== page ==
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News

England receptive to Indian proposals

The England & Wales Cricket Board are emerging as key players in the gradual restructuring of cricket's world order

Andrew Miller
Andrew Miller
19-Jan-2006


Inderjit Singh Bindra: shaking up the game © Getty Images
The England & Wales Cricket Board are emerging as key players in the gradual restructuring of cricket's world order, after talks between David Morgan, the ECB chairman, and Inderjit Singh Bindra of the BCCI resulted in an agreement in principle for the two countries to play each other every alternate year.
As two of the biggest drawcards in the world game, it would be an itinerary that replicates the Ashes scenario of a home-and-away cycle over four years, and India are keen to increase the frequency of their clashes with Australia as well. The situation is being closely monitored by the ICC, who last week went out of their way to remind India of their commitment to the Future Tours Programme, which requires all countries to play one another over the course of a five-year cycle.
England, for their part, are keen to forge closer links with India, the new powerbrokers of the world game who are responsible for 60% of the game's global income. "We've had exploratory discussions and are very interested," a spokesman for the ECB told Cricinfo. "We believe [such a situation] would be mutually beneficial."
But equally, the ECB remain keen to stay on the right side of the ICC, who are in danger of being marginalised by India's increasingly confrontational attitude to the FTP. They have threatened to withdraw from future Champions Trophy tournaments, and are increasingly adverse to hosting unprofitable series against the likes of Bangladesh and Zimbabwe. Last week Bindra told a press conference in Mumbai that Bangladesh would be afforded "meal allowance only" if they were ever to take part in a Test series in India. After five years of Test status, India is the only country they have yet to tour.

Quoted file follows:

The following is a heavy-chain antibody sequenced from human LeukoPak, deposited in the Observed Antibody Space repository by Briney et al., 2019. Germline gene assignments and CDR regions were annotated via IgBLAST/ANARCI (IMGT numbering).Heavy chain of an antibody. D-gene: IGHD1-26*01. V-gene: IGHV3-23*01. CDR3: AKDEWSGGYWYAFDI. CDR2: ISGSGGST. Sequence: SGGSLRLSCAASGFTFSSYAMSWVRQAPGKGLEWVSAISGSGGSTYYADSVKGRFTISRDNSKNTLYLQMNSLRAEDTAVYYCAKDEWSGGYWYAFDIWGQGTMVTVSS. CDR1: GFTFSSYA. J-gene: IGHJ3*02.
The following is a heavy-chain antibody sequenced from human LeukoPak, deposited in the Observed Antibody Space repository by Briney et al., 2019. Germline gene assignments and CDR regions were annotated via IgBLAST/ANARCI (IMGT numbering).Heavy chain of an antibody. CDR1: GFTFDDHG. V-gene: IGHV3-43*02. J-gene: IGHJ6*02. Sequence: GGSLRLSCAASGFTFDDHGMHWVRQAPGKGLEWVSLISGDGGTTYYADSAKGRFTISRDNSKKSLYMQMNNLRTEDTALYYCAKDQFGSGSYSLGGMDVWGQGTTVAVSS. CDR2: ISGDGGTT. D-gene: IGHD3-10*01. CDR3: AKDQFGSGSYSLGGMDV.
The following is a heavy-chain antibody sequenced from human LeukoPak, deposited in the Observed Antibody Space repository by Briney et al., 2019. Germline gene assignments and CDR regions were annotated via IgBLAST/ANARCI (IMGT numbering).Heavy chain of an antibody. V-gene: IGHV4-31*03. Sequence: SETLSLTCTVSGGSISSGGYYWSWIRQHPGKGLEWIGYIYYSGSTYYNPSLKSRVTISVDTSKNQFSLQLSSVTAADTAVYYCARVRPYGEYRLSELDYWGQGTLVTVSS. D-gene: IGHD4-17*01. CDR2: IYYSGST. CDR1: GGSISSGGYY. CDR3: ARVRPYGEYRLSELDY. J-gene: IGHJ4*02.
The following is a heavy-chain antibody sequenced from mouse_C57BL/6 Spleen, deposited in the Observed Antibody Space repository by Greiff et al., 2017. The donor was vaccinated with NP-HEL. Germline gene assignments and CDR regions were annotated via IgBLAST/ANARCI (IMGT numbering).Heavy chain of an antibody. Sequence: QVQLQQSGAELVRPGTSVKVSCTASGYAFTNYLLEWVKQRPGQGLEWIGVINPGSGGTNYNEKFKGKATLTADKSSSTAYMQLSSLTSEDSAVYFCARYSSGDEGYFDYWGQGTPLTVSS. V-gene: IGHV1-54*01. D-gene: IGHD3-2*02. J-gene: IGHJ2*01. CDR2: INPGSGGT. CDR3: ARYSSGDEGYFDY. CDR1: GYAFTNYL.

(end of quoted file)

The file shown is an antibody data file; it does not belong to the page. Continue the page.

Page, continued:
"All cricket boards have to honour their ICC commitments," Morgan emphasised to The Daily Telegraph, although with an ICC Board meeting looming next month, the prospect of a rejigging of the FTP is very much on the cards. "We're moving to a six-year cycle for our Future Tour Programme and, within that, countries can play each other more frequently," Ehsan Mani, the president of the ICC, told The Daily Telegraph. "The Indians don't have to re-invent the wheel."
Under the ICC ten-year plan, England had originally been pencilled in for a Test tour to Bangladesh in February next year - a short stop-over between the Ashes and the World Cup. But such is the fixture congestion of the modern-day tour, this was simply not a realistic option. "The first match of the World Cup begins on March 5, and our tour of Australia could finish as late as February 13," explained an ECB spokesman. "There's simply no time."
It is little wonder then, given the fixture overload that will require England's cricketers to be on international duty for more than 300 days in the coming 12 months, that the ECB are proving receptive to these new proposals. "We've always wanted to develop closer ties with India," Morgan concluded. "This was on our wish list that we gave to the ICC. They have a middle class which is as big as the entire population of the United States. Bindra was pushing at an open door."

Andrew Miller is UK editor of Cricinfo